It’s believed that Autism’s close association with Savant syndrome, in part, helps keep this stereotype alive. Savants, another severely misunderstood group, are individuals with a developmental disorder which is usually, but not always, autism. But these individuals also possess rare abilities related to their condition in one or more fields. Thomas Fuller, an enslaved African, from the 18th century was able to “comprehend scarcely anything, theoretical or practical, more complex than counting” according to medical literature from 1789. Fuller was once tested with a question “How many seconds has a man lived at 70 years, 17 days and 12 hours old?” After 90 seconds, Fuller answered 2,210,500,800. One of the men in the room worked out the problem on paper and told Fuller that his was incorrect, too large. Fuller quickly informed the man that he must of forgotten to include leap years. After the leap years were added, Fuller was confirmed to be correct.

A century later the word “savant” was coined to describe individuals who display extraordinary mental abilities alongside a spectrum of developmental problems. Given the wide of array of possible mental abilities coupled with the vast array of possible development problems, you can see how both autism and savantism are weighted down by public speculation and misunderstanding. Thankfully, we are making a great many strides forward in both instruction and awareness thanks to educators like Daniel Tammet. In Daniel we can readily see an example of an autistic savant who is fully capable of intricate human emotions and of making meaningfully contributions to society.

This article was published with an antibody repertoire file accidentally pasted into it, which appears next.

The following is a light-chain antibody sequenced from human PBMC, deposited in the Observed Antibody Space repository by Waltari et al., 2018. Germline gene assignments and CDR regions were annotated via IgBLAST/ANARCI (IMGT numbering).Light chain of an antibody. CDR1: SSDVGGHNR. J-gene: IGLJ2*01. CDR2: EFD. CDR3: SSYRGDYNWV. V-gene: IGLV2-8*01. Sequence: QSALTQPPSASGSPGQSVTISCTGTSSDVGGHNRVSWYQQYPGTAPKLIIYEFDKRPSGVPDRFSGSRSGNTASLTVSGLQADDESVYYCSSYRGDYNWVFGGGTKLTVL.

Meet Daniel Tammet, a British writer and educator who possesses an extremely rare form of high-functioning autism. Daniel suffered a life-threatening seizure at a young age that resulted in a mixture of his brain functions – parts of the brain that normally function separately, for him became intertwined and codependent. So what is the observable result of this? One of Daniel’s most publicized feats is memorizing Pi to over 22,000 decimal places in just a couple of weeks. It took him 5 hours to recite the full length of the digits he stored in his memory and he never made even one mistake.

I’m currently reading his latest book ‘Embracing the Wide Sky’ which has successfully helped me locate some of my own deep seated presuppositions about learning and the natural world in general. Daniel sincerely believes his mental gifts are not reserved only for savants and even prefers that he not be “removed from humanity” by being viewed in such a way. He devotes a great deal of time to expressing his admiration of a child’s brain, believing that the key to unlocking our own brain’s potential is through a long process of unlearning and deprogramming.

Please watch Daniel’s five minute introduction to his book: http://www.youtube.com/watch?v=fIDMCC2SJek

I will post updates after I finish reading this great work.

-Ramesh